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Not a bug Gallery appears to be always writing new entries to xf_search table rather than re-using cache


Active member
I admin a series of sites for someone. One of the sites has the xf_search table blowing up--it's 17.4GB by itself, which makes no sense because the site isn't that highly traffic'd.

I dug a little deeper:
GROUP BY search_type
The last entry in particular sticks out--why is xengallery_media so have nearly 1M entries? Yet the gallery homepage for the site shows only 597 uploaded media count. Something is off there.

Manually inspecting a few records of that search type shows all queries appear to be run by userid 0 which I assume is a guest user. And the search_query column is empty. Doublechecking how many of these entries came from logged-in users:
    search_type = 'xengallery_media'
        AND user_id != 0
returns 4.

So that means nearly 1M entries were generated in the last 24 hours by guest users.

I thought the xf_search table was intended a cache, so it should re-use the result when possible... not be logging all hits. Additionally, the query_hash value is the same for all these entries.

I'm going to file a private support ticket to see if you want to login to this particular site and further debug, but wanted to post a public bug report so that it can be tracked.


Active member
@Chris D looked into this and discovered the entries appear to be Googlebot hitting the find-new page repeatedly.

This brings up a few followup questions in my head, and posting here so that the answers are available to others in the future.

Maybe I'm misunderstanding the purpose of the xf_search table, but I thought it was intended to cache the output of a search so that constant traffic on the find-new page would serve cached results. If that's true, why are we getting so many entries? I thought this table was expressly designed to deal with just this problem.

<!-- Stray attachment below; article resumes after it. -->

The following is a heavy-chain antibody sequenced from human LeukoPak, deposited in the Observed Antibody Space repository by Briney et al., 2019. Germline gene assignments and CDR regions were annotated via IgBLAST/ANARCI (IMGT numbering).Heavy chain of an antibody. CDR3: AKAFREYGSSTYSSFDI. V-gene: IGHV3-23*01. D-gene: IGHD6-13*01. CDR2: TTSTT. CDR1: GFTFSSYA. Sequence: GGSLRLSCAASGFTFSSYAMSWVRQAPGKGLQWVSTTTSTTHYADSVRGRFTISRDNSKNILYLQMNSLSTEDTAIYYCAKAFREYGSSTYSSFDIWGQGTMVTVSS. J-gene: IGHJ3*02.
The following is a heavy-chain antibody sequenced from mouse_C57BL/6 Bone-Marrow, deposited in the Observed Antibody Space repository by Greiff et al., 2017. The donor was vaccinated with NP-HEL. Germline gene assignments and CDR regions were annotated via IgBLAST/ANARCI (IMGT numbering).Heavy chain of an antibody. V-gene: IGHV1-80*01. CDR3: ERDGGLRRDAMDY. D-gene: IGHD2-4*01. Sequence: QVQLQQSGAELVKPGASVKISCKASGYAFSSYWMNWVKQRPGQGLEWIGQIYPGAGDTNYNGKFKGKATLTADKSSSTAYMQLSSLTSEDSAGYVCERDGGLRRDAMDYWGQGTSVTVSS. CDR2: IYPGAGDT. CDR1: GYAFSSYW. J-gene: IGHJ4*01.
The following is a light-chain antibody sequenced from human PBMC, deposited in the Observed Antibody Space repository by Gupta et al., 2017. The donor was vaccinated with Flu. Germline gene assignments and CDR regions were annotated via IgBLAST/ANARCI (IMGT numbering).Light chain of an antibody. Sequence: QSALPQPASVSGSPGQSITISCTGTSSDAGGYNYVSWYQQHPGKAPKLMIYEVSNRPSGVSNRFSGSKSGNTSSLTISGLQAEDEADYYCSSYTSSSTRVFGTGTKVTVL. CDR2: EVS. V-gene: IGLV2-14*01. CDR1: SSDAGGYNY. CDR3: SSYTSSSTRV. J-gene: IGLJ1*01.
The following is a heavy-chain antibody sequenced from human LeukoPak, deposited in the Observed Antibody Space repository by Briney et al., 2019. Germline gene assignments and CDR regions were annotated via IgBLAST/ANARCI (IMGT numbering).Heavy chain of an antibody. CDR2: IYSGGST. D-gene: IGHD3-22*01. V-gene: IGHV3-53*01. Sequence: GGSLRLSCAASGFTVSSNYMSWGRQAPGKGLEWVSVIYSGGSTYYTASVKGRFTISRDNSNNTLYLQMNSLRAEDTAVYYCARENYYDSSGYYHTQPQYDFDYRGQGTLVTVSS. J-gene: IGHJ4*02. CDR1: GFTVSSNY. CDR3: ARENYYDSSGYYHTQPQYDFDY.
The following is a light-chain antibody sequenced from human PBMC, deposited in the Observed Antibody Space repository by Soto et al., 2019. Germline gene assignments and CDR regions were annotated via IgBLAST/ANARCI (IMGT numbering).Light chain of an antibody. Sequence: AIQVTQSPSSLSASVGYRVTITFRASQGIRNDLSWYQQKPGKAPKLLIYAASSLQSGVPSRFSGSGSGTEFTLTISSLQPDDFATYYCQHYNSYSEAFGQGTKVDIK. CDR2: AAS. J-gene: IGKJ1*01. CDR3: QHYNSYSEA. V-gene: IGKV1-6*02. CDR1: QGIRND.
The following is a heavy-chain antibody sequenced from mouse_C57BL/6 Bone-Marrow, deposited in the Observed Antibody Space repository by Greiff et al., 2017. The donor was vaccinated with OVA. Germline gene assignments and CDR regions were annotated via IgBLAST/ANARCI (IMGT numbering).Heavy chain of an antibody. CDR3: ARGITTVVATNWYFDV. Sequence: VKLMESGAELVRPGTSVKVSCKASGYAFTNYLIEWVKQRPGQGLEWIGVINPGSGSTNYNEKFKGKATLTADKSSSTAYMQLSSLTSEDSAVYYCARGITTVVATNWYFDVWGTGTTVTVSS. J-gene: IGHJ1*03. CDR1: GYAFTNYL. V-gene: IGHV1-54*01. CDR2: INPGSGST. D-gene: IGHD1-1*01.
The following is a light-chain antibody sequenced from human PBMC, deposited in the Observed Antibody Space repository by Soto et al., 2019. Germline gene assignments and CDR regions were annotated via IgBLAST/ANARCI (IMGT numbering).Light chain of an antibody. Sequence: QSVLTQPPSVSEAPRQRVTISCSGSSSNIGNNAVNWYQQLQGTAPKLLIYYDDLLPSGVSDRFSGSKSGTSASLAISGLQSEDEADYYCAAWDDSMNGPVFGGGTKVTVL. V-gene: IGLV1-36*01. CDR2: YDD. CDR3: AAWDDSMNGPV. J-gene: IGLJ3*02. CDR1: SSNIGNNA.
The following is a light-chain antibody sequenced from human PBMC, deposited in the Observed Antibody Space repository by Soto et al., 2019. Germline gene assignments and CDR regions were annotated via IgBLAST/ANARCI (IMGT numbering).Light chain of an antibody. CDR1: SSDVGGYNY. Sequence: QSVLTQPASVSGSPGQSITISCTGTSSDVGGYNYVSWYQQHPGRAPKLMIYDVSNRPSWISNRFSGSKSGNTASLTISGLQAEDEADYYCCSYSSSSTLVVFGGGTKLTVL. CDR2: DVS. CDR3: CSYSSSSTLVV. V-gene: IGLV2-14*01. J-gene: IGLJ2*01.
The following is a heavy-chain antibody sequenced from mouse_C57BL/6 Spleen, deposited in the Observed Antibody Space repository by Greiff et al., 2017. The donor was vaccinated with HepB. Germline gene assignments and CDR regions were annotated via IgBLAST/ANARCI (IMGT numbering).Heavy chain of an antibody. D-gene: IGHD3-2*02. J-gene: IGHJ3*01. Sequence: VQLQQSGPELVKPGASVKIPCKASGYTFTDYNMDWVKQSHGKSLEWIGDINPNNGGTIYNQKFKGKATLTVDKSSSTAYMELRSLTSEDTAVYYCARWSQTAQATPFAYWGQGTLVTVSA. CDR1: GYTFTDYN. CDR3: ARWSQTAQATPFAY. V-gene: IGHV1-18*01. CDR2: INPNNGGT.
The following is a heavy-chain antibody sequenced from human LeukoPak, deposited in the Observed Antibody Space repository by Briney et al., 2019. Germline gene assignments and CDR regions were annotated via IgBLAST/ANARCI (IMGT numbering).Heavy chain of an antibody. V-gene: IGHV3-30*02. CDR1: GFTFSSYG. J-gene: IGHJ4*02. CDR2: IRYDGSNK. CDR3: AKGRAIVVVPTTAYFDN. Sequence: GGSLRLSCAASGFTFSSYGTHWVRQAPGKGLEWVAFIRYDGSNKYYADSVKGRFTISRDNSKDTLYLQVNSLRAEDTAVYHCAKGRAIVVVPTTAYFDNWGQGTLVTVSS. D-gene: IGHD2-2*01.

If you were caching results per user, then it makes sense that each user generates new rows (although I don't think such a cache would have a high hit-rate), but these are all logged-out users who are getting the same result.

Otherwise, if it's effectively just a log of searches, then I don't understand the design goal.

Why not log the searches to a text file?

If you need to keep an active count of searches to display statistics, then why not just increment counters rather than writing an entire row every time?

Ideally increment a counter in redis and then dump it every hour to MySQL, although I know you can't expect most folks to be running redis...

I know you guys are a smart crew, so what am I missing?
Last edited:

Chris D

XenForo developer
Staff member
The xf_search table does work like that for traditional searches. If you search for a term and then go back and then search for the same term again, you should notice the search ID doesn't increment.

The Find new system utilises the xf_search table for a different reason. It's so that when you get your paginated list of find new results, you are working with exactly the same set of results on page 1 as you are on page 10. If we didn't do that then you'd read page 1 and you'd go to page 2 and on a really busy board half of the results from page 1 would have shifted to page 2 because page 1 now contains a load of new content.

Bear in mind a find new look up isn't actually really a search at all so it's not really possible to say conclusively that two lookups are going to display the same results. The whole idea is we show the newest content so it's not really possible to cache those over different requests for even the same user.

So as I said, using the search table in this way does have its uses and unless Googlebot is accessing it 10-20 times per second you're really not going to ever experience any issues. It's worth noting, perhaps, that the site in question doesn't even seem to be experiencing any issues apart from a few (!) extra records in a table. This table is pruned periodically or if you're otherwise concerned it's safe for you to truncate it if you wish (as long as you have no other non default functionality using it).

We have changed things slightly in XF2. We no longer piggyback the search system to achieve the same effect and we do have an element of caching here. Even so, the cache lifetime - due to the nature of what find new is trying to do - is actually only 15 seconds. It would only partially mitigate what Googlebot is doing here so anything you can do to mitigate that directly is still the recommended solution.